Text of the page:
A group of religious sisters that cares for the elderly poor in the U.S. was among several religious organizations to gain protection from the federal contraception mandate shortly before it took effect on Jan. 1.
“We are grateful for the decision of Supreme Court Justice Sonia Sotomayor granting us a temporary injunction protecting us from the HHS contraceptive mandate,” said the Little Sisters of the Poor.
On Dec. 31, just hours before the mandate was to take effect for religious non-profit groups, U.S. Supreme Court Justice Sonia Sotomayor issued an emergency stay temporarily blocking the regulation’s enforcement against the religious sisters. The federal government has until 10 a.m. on Jan. 3 to reply to Justice Sotomayor’s order.
The Little Sisters of the Poor – who have provided physical, spiritual and emotional care for the elderly and dying in communities throughout the U.S. for 175 years – voiced gratitude for the decision.
“We hope and pray that we will receive a favorable outcome in order to continue to serve the elderly of all faiths with the same community support and religious freedom that we have always appreciated,” the consecrated sisters said in a Jan. 1 statement.
Justice Sotomayor’s stay applies to the Little Sisters as well as more than 200 religious groups insured by the Christian Brothers Employee Benefit Trust. It protects these groups from the demands of the federal contraception mandate, which requires employers to offer health insurance covering contraception, sterilization, and some drugs that can cause early abortions.
Employers who fail to comply with the mandate face crippling penalties.
Because the Little Sisters of the Poor are not affiliated with a particular house of worship, they do not qualify for the religious exemption to the mandate.
The federal government has argued that it has sufficiently provided for the religious freedom of the Little Sisters and other religious organizations through an “accommodation” under which the faith-based employers can pass the burden of providing the objectionable coverage to insurers, who must then offer it directly to employees without cost. Critics, however, argue that the costs of the coverage will ultimately be handed on to the employer in some way.
The Becket Fund for Religious Liberty, which is helping represent the Little Sisters of the Poor in their lawsuit, welcomed the news of the stay.
“We are delighted that the Supreme Court has issued this order protecting the Little Sisters,” said Mark Rienzi, senior counsel for the Becket Fund. “The government has lots of ways to deliver contraceptives to people – it doesn't need to force nuns to participate.”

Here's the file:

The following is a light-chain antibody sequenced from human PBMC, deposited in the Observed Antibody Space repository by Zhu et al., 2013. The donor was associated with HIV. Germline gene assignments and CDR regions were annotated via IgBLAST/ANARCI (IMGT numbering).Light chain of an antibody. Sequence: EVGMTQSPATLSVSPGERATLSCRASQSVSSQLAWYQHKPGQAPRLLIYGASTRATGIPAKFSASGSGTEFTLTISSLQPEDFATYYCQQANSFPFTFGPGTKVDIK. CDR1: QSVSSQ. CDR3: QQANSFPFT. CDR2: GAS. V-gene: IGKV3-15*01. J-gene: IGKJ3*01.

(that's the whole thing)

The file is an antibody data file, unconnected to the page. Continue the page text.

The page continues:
Justice Sotomayor’s decision joined more than a dozen other preliminary court orders to block the mandate. The majority of nonprofit groups that have sued over the mandate have received temporary relief.
Also on Dec. 31, the U.S. Court of Appeals for the District of Columbia granted last-minute injunctive relief to several Catholic colleges and organizations, including the Archdiocese of Washington, D.C., and The Catholic University of America.
The Archdiocese of Washington welcomed the injunction in a statement, saying that the court’s decision is “in line with the rulings of courts all across the country” in its recognition “that the HHS mandate imposes a substantial and impermissible burden on the free exercise of religion.”
“These decisions also vindicate the pledge of the U.S. Catholic bishops to stand united in resolute defense of the first and most sacred freedom – religious liberty,” the archdiocese stated.
Archbishop Joseph E. Kurtz of Louisville, Ky., president of the U.S. Conference of Catholic Bishops, has asked U.S. President Barack Obama to extend temporary protections from the mandate to all religious employers who object to it.
In a Dec. 31 letter to the president, he noted that the government has already chosen to delay a regulation requiring employers to offer health insurance to employees. However, religious employers who do wish to “provide and fully subsidize an excellent health plan for employees,” but object to covering contraception and related products, face “crippling fines of up to $100 a day or $36,500 a year per employee.”
This position “harshly and disproportionately penalizes those seeking to offer life-affirming health coverage in accord with the teachings of their faith,” the archbishop stated. “The Administration’s flexibility in implementing the ACA has not yet reached those who want only to exercise what has rightly been called our ‘First Freedom’ under the Constitution.”
“In effect, the government seems to be telling employees that they are better off with no employer health plan at all than with a plan that does not cover contraceptives,” Archbishop Kurtz said, adding that this position is “hard to reconcile with an Act whose purpose is to bring us closer to universal coverage.”